Perl-Based Neovim Plugins, part 1: Run Dat Service
Perl-Based Neovim Plugins, part 1: Run Dat Service
Quite a few moons ago, I lusted for an easy way to write Vim plugins. For me easy means ”perl-based”, so I explored Vim’s API for its (optionally) embedded perl interpreter. That API is serviceable, but archaic. So that in turn lead to Vim::X, which aims to grease the vim/perl interfacing into the modern age.
Fast-forward a wee bit, and I discover neovim. One of the neat features of this new vi incarnation is an RPC interface allowing external programs to interact with the editor. That’s a paradigm change from the old Vim way. Whereas the Vim/Perl API tightly bind interpreter and editor together (I mean, the interpreter is compiled as part of the editor. You literally can’t get bound tighter than that), now plugins could be written as itsy-bitsy external services connecting to the editor and doing their things.
That promise of flexibility doesn’t come without a few drawbacks. An obvious one is the complexity of the interactions between the editor and the plugin services. Since those interactions now flow through a RPC channel, what were straight-up function calls now become the intricate asynchronous dance of requests and responses.
Totally new way of doing things. Twisted jungle of new technologies laid at our feet, and jagged details at the horizon. Well, you know me: I had to give it a whirl.
Once the post-whirling dust settled, I had written MsgPack::RPC — to generically interact with MsgPack-based RPC interfaces — Neovim::RPC — to interact with neovim instances — and a couple of blog entries — to interact with youses peeps.
Then the project went dormant, as I gamboled away to other wacky ventures. But I’ve picked it back recently, and brought quite a few changes to Neovim::RPC. Enough, I think, to warrant nothing less than a triology of blog entries.
In this first installment, beside blabbing about the project’s origin story I’ll show you how Neovim::RPC is expected to hook to a neovim instance. In the second part, we’ll see how simple plugins are written. And for the third part we’ll take a gander at a bigger, beefier plugin — namely, we’ll use neovim as a UI for Taskwarrior.
Run it: end-user edition
So, let’s get to the meat of it. You are an end-user. You just want to run Neomvim::RPC-based plugins. What do you need to do?
First, you need to install Neovim::RPC (like, duh). As I’m writing this, the new code for Neovim::RPC hasn’t been released to CPAN yet. It shouldn’t be long before I do it, but if you want to try it right now, it can be sneak-previewed in its GitHub repository.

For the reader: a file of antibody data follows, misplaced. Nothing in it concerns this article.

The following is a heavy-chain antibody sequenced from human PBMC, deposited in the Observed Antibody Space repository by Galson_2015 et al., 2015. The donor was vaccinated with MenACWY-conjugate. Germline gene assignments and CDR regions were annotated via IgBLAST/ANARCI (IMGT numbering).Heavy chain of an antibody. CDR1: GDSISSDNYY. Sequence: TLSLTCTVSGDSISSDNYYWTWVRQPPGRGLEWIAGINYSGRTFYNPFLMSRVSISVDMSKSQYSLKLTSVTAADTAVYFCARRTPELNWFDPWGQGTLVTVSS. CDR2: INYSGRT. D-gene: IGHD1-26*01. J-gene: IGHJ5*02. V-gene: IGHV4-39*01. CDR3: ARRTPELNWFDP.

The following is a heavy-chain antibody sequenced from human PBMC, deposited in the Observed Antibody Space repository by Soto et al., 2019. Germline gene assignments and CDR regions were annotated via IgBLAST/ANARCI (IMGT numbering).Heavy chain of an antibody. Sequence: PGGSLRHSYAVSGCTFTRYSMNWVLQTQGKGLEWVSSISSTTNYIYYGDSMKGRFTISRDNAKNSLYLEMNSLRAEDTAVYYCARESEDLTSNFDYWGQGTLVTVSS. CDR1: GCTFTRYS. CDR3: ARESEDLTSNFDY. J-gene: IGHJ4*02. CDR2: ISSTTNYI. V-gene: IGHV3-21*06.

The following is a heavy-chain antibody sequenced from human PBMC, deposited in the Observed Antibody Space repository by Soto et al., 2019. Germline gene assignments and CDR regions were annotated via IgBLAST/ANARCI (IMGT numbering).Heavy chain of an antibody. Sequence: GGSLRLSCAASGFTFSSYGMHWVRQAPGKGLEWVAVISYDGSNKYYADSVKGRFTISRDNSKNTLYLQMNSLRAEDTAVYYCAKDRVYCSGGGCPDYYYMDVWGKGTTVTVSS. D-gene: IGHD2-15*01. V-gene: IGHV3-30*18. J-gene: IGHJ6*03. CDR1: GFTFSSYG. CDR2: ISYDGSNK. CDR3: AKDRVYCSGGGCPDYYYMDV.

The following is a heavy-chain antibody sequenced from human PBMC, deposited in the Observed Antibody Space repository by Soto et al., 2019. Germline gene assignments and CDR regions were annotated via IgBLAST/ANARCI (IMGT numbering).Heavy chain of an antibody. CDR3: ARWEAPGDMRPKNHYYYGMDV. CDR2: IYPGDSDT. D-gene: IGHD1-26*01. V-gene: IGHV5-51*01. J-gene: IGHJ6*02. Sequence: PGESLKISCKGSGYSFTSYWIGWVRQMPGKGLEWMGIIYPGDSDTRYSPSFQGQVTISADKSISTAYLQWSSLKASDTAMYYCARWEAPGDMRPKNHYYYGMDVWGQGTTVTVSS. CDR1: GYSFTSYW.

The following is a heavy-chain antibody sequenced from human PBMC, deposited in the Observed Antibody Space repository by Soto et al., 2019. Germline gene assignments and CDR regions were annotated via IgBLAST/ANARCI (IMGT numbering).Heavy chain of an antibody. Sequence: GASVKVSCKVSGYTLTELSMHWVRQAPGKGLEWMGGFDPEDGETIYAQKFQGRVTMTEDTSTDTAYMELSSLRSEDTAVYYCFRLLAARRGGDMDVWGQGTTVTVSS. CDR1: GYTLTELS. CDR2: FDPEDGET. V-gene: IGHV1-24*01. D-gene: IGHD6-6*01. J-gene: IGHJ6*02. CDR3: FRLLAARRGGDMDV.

Next, a few utility functions need to be added to your neovim configuration. I
should (nay, will) wrap all of that in a proper vim configuration file, but
for the time being dropping it straight into your
would do the trick.
let g:nvimx_jobid = get(g:, 'nvimx_jobid', 0) function! Nvimx_start() if !g:nvimx_jobid let g:nvimx_jobid = jobstart(['nvimx.pl', v:servername ]) if !g:nvimx_jobid echo "could not start nvimx" endif endif endfunction function! Nvimx_stop() if g:nvimx_jobid call jobstop( g:nvimx_jobid ) let g:nvimx_jobid=0 endif endfunction function! Nvimx_restart() call Nvimx_stop() call Nvimx_start() endfunction function! Nvimx_termstart() " we don't want two instances running... call Nvimx_stop() new execute "terminal nvimx.pl " . v:servername endfunction function! Nvimx_notify(...) call call( 'rpcnotify', [g:nvimx_channel] + a:000 ) endfunction function! Nvimx_request(...) call call( 'rpcrequest', [g:nvimx_channel] + a:000 ) endfunction call Nvimx_start()
Once this is done, you can run nvim and, tadah!, a Neovim::RPC minion
should be gently running in the background, thanks to that final
call Nvimx_start() in the config
block. The function
Nvimx_start starts a job running the script
nvimx.pl, which is
part of the Neovim::RPC’s distribution, and hooks it to the socket of the neovim
instance, as given by
Of course, since the off-the-shelf Neovim::RPC instance doesn’t do much
we can only qualify its presence as being a… quiet one. The only plugin
loaded by default is ‘LoadPlugin’. It usually allow us to tell Neovim::RPC
to dynamically load plugins, but for this first run it’ll be used as a sign of
life. We can use the vim function
Nvimx_notify defined in the config
block above to ask Neovim::RPC what’s up.
Run it: developer edition
As we can see in the previous section, by default Neovim::RPC doesn’t bother the neovim user with log messages. That’s usually a good thing, but when developing new plugins or debugging old ones, a little more noise would surely be appreciated.
You’ll be pleased to know that this is not a problem. We can simply shut down the too-silent Neovim::RPC instance and replace it by one run directly in a second terminal, where we’ll be able to see its logs in their glorious details.
Or… neovim actually boasts a in-editor terminal emulator, so instead of a
second terminal, for bonus ouroboros points, we could have the editor run the terminal emulator running
nvimx.pl that is going to connect back to the editor running it.
That’s exactly what that
Nvimx_termstart function does.
Coming up next
So far things aren’t terribly exciting. But now that we got the engine humming, in the next installment we’ll be able to get to business. Stay tuned!